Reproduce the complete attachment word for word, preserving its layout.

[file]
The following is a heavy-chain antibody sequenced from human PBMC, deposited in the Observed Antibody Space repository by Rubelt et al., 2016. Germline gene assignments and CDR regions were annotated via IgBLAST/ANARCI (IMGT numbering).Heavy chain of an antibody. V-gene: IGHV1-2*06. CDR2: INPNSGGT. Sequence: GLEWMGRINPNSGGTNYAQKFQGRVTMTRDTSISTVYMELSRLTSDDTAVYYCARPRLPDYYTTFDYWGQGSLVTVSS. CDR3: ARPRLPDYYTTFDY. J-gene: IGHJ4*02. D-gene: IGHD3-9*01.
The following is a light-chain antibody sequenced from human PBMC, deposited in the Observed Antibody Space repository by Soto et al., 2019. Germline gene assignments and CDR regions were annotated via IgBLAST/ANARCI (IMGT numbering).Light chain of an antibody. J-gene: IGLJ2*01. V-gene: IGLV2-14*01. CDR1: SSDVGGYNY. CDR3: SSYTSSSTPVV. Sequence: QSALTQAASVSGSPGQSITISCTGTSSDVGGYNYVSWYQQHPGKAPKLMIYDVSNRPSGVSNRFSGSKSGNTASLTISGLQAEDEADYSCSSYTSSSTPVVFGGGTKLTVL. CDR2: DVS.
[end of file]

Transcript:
The following is a heavy-chain antibody sequenced from human PBMC, deposited in the Observed Antibody Space repository by Rubelt et al., 2016. Germline gene assignments and CDR regions were annotated via IgBLAST/ANARCI (IMGT numbering).Heavy chain of an antibody. V-gene: IGHV1-2*06. CDR2: INPNSGGT. Sequence: GLEWMGRINPNSGGTNYAQKFQGRVTMTRDTSISTVYMELSRLTSDDTAVYYCARPRLPDYYTTFDYWGQGSLVTVSS. CDR3: ARPRLPDYYTTFDY. J-gene: IGHJ4*02. D-gene: IGHD3-9*01.
The following is a light-chain antibody sequenced from human PBMC, deposited in the Observed Antibody Space repository by Soto et al., 2019. Germline gene assignments and CDR regions were annotated via IgBLAST/ANARCI (IMGT numbering).Light chain of an antibody. J-gene: IGLJ2*01. V-gene: IGLV2-14*01. CDR1: SSDVGGYNY. CDR3: SSYTSSSTPVV. Sequence: QSALTQAASVSGSPGQSITISCTGTSSDVGGYNYVSWYQQHPGKAPKLMIYDVSNRPSGVSNRFSGSKSGNTASLTISGLQAEDEADYSCSSYTSSSTPVVFGGGTKLTVL. CDR2: DVS.